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Title: User-focused evaluation of National Ecological Observatory Network streamflow estimates
Abstract

Accurately estimating stream discharge is crucial for many ecological, biogeochemical, and hydrologic analyses. As of September 2022, The National Ecological Observatory Network (NEON) provided up to 5 years of continuous discharge estimates at 28 streams across the United States. NEON created rating curves at each site in a Bayesian framework, parameterized using hydraulic controls and manual measurements of discharge. Here we evaluate the reliability of these discharge estimates with three approaches. We (1) compared predicted to observed discharge, (2) compared predicted to observed stage, and (3) calculated the proportion of discharge estimates extrapolated beyond field measurements. We considered 1,523 site-months of continuous streamflow predictions published by NEON. Of these, 39% met our highest quality criteria, 11% fell into an intermediate classification, and 50% of site-months were classified as unreliable. We provided diagnostic metrics and categorical evaluations of continuous discharge and stage estimates by month for each site, enabling users to rapidly query for suitable NEON data.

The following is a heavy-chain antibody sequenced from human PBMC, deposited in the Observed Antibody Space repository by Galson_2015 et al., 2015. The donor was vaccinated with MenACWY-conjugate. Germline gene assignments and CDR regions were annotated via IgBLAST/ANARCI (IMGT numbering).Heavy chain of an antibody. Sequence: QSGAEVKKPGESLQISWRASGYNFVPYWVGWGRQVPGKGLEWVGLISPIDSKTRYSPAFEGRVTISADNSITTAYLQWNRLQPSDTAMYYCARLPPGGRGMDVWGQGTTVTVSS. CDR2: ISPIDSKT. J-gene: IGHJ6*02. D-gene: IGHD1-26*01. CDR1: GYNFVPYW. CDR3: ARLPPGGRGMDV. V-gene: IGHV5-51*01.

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Award ID(s):
2106071 1926420 1442439
NSF-PAR ID:
10396570
Author(s) / Creator(s):
; ; ; ;
Publisher / Repository:
Nature Publishing Group
Date Published:
Journal Name:
Scientific Data
Volume:
10
Issue:
1
ISSN:
2052-4463
Format(s):
Medium: X
Sponsoring Org:
National Science Foundation